Washington -- Watching the Fourth of July festivities here (and around the country on television) showed the depth of love most Americans have for this country. That is why a constitutional amendment to ban the burning of the American flag is so silly, stupid and unnecessary.
No one forced the millions of people waving flags to love America, and to respect and honor the republic for which it stands. They exhibited a spontaneity no law can impose.
When the House last month passed a constitutional amendment that would, should the Senate and states concur, outlaw flag burning, it continued a game politicians have been playing with public-school prayer. The rules of the game are that the social problems confronting America can be fixed from the top -- a kind of "trickle-down" morality.
Politicians love this because such a view advances their careers and preserves their jobs. Others hold this belief because it absolves them of responsibility for fixing what is wrong with their own priorities and transfers it to government. And when government increasingly reveals its inability to repair social damage, we blame not ourselves but government and politicians, deepening the cynicism against institutions and those who work in them.
There hasn't been a lot of flag burning since the Vietnam War. Sen. Howell Heflin, D-Ala., says that's why now, when the heat of passion is reduced, is the best time to ban it.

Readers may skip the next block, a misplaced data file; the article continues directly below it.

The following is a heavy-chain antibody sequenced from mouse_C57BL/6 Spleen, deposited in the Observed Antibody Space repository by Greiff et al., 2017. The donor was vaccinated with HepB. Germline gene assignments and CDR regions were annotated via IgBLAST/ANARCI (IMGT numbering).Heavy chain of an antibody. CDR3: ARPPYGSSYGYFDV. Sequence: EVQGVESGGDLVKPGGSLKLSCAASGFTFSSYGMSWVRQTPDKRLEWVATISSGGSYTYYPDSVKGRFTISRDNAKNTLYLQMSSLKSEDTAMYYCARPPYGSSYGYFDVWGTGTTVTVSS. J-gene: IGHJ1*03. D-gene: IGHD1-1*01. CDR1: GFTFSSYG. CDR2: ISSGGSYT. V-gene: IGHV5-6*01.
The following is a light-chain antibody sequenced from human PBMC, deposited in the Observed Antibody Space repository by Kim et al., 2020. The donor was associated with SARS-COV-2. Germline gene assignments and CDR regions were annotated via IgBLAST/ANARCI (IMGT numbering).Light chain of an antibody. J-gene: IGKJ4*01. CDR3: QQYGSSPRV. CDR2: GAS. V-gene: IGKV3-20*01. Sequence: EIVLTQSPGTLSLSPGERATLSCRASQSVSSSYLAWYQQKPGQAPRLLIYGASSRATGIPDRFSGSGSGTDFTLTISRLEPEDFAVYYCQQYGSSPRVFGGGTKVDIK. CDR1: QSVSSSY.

But any time is a bad time for such a ban. First, what constitutes a "flag"? Is it only the cloth that waves from a flagpole or can be stapled to a wooden stick and held in the hand? Is the reproduction of the Stars and Stripes on a napkin, patch or coffee cup a flag? Some flags are made in Taiwan or in other nations. Would they count as American flags?
I saw a chair upholstered in a flag. If the chair were thrown on a bonfire during a protest rally, would that violate the proposed amendment? And why is burning being singled out for prohibition? Isn't stomping, spitting or pouring paint on the flag also desecration?
Those who would ban flag burning have placed the American flag in a category and context that is idolatrous. Idolatry is defined as "the worship of a physical object as a god; immoderate attachment or devotion to something."
While we don't worship or devote ourselves to the flag as we might a religious symbol or being, the attachment some would force on the rest of us comes pretty close to resembling that definition.
The Fourth of July overwhelms us all with the number of displayed and waved American flags. As with speech, the best way to overcome the ugly variety is with more and more beautiful speech, along with a common rejection of the ugly speaker and his words.
When a flag is burned, it is the protester, not the flag, who is demeaned. He reveals his base ingratitude when he burns a symbol of a nation great enough even to allow him to indulge in moronic behavior.
Banning flag burning will increase the probability that flags will be burned. Allowing it removes the political stinger.
Cal Thomas is a syndicated columnist.